With boxing it can be increasingly difficult to determine which champions will do what, but fight aficionados can determine those results for themselves. If not, here’s my take on 2015 and which champions will remain and those who will go.
Those Who Will Remain:
Takashi Miura had a great 2013. After an inactive 2014, in which he posted only one victory late in the year, I may be going out on a limb to say the Japanese WBC 130-pound champion will remain a title holder throughout 2015. I almost hope to talk myself out of this pick as Miura, 28-2-2 (21), has a pretty damn difficult ensemble of contenders he can potentially meet over the next eleven months. His number one contender is the highly dangerous Francisco Vargas, who just might play a huge role in the future of the division once the current regime is pushed out. If Vargas doesn’t do the pushing, then Javier Fortuna, Miguel Roman, or Adrian Estrella might just do it for him. However, my hunch is the thirty year old champion will push back harder in 2015 to keep his reign going. He will likely only meet one of these fighters and I expect him to be able to turn back the challenges of the less experienced or overly grizzled elite of the WBC rankings. My real hope is that Miura gets his eagerly sought after rematch with countryman Takashi Uchiyama, who had an equally stagnant 2014. Even though Uchiyama did enough damage to Miura’s eye in their 2011 clash to score an eighth round retirement, Miura has improved greatly as a titlist and could put his top rival in worse trouble than he had four years ago. Usually, a fighter with this line-up of potential opponents ends up in the "Will Go" category. I am confident enough to take the gamble on the southpaw’s power. Miura will hear the words "And Still" throughout 2015. Mee-Ur-Rah! Mee-Ur-Rah!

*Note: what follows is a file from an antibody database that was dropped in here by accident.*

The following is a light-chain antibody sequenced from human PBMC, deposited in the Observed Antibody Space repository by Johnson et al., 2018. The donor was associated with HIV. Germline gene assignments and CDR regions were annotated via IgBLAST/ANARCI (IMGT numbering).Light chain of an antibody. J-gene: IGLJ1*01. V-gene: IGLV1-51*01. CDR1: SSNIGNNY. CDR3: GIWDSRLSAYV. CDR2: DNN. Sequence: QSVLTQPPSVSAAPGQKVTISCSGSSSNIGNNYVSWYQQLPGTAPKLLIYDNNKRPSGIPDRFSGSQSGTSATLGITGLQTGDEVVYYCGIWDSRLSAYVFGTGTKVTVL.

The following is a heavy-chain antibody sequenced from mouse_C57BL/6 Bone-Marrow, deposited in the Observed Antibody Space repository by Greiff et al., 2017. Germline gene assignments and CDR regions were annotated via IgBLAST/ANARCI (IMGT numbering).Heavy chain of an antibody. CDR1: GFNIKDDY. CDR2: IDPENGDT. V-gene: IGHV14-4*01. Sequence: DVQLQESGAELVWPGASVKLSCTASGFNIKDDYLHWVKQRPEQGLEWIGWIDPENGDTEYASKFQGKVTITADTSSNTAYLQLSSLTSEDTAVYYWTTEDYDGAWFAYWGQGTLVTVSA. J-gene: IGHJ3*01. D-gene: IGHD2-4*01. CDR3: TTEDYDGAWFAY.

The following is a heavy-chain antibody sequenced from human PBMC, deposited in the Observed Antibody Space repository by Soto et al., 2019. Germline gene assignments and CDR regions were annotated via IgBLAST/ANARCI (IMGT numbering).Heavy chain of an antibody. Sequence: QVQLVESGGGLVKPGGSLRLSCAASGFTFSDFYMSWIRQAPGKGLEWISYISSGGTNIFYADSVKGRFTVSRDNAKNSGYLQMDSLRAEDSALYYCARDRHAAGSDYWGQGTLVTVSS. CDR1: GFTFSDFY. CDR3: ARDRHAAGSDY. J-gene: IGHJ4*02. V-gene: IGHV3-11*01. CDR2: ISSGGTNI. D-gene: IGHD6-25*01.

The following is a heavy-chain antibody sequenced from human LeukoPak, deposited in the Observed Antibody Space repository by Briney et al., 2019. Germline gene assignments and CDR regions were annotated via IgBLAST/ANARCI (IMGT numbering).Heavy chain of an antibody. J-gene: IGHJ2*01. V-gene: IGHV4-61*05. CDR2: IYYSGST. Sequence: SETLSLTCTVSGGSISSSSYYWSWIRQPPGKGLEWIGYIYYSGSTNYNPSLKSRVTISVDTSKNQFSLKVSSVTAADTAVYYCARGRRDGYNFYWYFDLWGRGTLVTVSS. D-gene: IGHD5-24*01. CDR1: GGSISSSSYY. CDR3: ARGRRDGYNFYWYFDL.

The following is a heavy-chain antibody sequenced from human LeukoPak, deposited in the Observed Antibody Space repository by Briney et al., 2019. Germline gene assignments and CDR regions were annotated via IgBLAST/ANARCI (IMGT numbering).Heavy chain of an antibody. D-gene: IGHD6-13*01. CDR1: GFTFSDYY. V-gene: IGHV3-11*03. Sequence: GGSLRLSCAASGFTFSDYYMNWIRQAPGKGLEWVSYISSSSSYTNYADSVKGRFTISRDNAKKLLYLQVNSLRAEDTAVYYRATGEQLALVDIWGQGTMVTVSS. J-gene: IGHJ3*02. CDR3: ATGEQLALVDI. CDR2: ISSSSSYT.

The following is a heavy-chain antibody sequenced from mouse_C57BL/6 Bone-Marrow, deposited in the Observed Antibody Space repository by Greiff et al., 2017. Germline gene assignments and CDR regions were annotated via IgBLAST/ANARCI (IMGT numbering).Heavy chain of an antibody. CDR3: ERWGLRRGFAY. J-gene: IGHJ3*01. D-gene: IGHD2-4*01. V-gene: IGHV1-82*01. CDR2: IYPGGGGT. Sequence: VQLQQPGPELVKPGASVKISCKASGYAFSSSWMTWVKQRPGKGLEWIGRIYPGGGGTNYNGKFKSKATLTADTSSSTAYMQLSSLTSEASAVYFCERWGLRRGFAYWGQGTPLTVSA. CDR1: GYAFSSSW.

Nicholas Walters was almost Fighter of the Year in 2014. He just might do it in 2015, but, at the very least, the Axe Man remains WBA featherweight champion once the clock runs down. After scintillating performances against Vic Darchinyan and Nonito Donaire, it’s easy to say Walters should be favored over just about anyone. However, I am not talking about picking Walters over his respectable lot of contenders ranging from Jesus Andres Cuellar to Simpiwe Vetyeka to Marvin Sonsona; I think he does that with relative ease. Right now, Walters is only looking for the best and if you lined up Jhonny Gonzalez, Abner Mares, Orlando Salido, Vasyl Lomachenko, and Evgeny Gradovich month after month, the Jamaican wrecking ball dismisses them all in decisive fashion. Walters, 25-0 (21), has averaged roughly two fights a year since 2011 and, with his current sights set on big game, I expect that trend to continue (on HBO as well!). At twenty-nine, Walters is primed and ready to chop down the P4P ladder to get himself on level with the best in the sport. Walters remaining champ throughout 2015 is as certain as death and taxes.